Low-impact manufacturing

Mike Wroblewski, Batesville Casket Company
Tags: lean manufacturing

There is a rising level of awareness of global warming and other environmental concerns within our society today. As more information is shared, the debate continues. As a whole, our society remains divided on the issue. Some of us believe it is a catastrophic problem that must be addressed immediately; others believe it is more of a concern than a major problem; while some of us are not yet convinced that it is a problem at all.

What does this have to do with lean manufacturing? Everything.

Our decisions and behaviors in our manufacturing process have an environmental impact. The main focus of the lean approach is to eliminate waste. We should look at the issue of our manufacturing environmental footprint with careful consideration. How do our current processes impact our customer, our employees and our society? What is our company’s environmental footprint? What improvements can we make to become a low-impact manufacturer?

Without even getting into the middle of the environmental cause-and-effect debate, we can see a huge business advantage to reducing our energy costs and reducing the typically hidden costs of waste disposal. Energy costs alone have negatively impacted each and every one of us.

What are some of the ways we can reduce or eliminate this waste?

1. Conduct an energy kaizen event where the team focuses on reducing energy and waste costs during the week long kaizen blitz.

2. Add Six Sigma projects to focus on energy and waste improvement.

3. Don’t hide the problem of energy and waste costs in overhead. Measure it, apply countermeasures and post results making it visible. Add it to our dashboard.

4. Add an environmental impact analysis to any business decision process where it makes sense to do so. (The request for funds, new product introductions, facility planning, engineering change requests, etc.).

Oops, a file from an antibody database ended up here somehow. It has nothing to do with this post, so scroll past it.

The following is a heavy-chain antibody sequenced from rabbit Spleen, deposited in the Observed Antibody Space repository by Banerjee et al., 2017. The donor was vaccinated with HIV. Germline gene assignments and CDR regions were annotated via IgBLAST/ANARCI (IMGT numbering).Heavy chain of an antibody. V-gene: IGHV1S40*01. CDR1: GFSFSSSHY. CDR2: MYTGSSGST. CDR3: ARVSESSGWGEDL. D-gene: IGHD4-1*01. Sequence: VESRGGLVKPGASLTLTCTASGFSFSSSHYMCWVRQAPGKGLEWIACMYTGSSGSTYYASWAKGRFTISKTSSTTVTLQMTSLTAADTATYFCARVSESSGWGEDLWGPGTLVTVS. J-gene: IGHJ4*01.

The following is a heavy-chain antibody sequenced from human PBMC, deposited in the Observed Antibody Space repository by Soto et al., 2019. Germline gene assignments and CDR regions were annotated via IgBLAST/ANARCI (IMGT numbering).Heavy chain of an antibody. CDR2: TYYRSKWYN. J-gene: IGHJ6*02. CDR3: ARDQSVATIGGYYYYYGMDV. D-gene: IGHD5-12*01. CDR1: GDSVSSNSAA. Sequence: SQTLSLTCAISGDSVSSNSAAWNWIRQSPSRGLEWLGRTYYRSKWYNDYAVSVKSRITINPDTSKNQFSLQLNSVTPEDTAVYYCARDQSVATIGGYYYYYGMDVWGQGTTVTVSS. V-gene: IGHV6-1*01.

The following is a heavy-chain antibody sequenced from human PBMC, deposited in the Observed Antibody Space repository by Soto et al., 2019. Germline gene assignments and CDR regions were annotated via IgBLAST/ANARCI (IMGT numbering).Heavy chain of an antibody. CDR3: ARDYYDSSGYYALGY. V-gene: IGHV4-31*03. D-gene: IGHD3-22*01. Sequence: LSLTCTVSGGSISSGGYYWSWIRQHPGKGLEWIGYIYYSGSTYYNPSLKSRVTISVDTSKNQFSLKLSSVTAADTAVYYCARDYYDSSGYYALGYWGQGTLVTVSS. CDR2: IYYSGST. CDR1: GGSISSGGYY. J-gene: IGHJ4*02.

5. Use our handy-dandy lean tools (i.e. Pareto charts) to help focus our effort in the area of most impact. Is it gas? It is electricity? Is it waste disposal?

6. Leverage all employees as problem-solvers (a known but little-used lean principle) to help think up and implement countermeasures.

7. Celebrate and publicize our energy reducing successes! Share ideas.

8. Identify the barriers to effective recycling and remove them. Make it easier.

9. Improve lighting, which is probably the fastest way to save energy; studies indicate that lighting consumes about 40 percent of the electricity used in commercial buildings.

10. Increase the use of natural light. For example, one of our plants has skylights in a stairwell for light during daylight hours.

11. Redesign production processes to make them simple, flexible and energy efficient.

12. Replace old motors with right-sized, high-efficiency motors.

13. Monitor and reduce peak loads.

14. If you have not already put one in place, add TPM (Total Productive Maintenance) to your operation.

15. Recycle and reduce paper usage. Eliminate unneeded reports, presentation, etc. Make two-sided documents the norm if you do print.

At Batesville Casket Company, we eliminated the printing of all kaizen training presentation materials that were previously handed out at every event to every team member. The typical handout would be anywhere from 100 to 300 pages in a three-ring binder which just ended up on somebody’s bookshelf. Our new approach is to provide access to the information on our computer network and hand out small pocket guides instead. This brought major savings in costs and a reduction in paper usage!

As a manufacturer, what is the typical stereotype of our industry? Dirty or clean? Greedy or giving? An environmental hazard or environmental friendly? We have a golden opportunity to take a leadership position on this highly debated issue. Following our lean thinking, just ask ourselves, “Is it the right thing to do?”

About the author:
Mike Wroblewski started his lean journey with instruction in quick die change from Shigeo Shingo. Mike is currently the lean sensei at Batesville Casket Company in Batesville, Ind. He also writes a blog called “Got Boondoggle?” featuring lean and Six Sigma topics. Check it out at http://gotboondoggle.blogspot.com/. Mike will be a featured lean track speaker at Noria Corporation’s “Lean, Reliable and Lubed” conference, May 20-22, 2008, in Nashville, Tenn. Learn more about this event by visiting www.driveyourplant.com.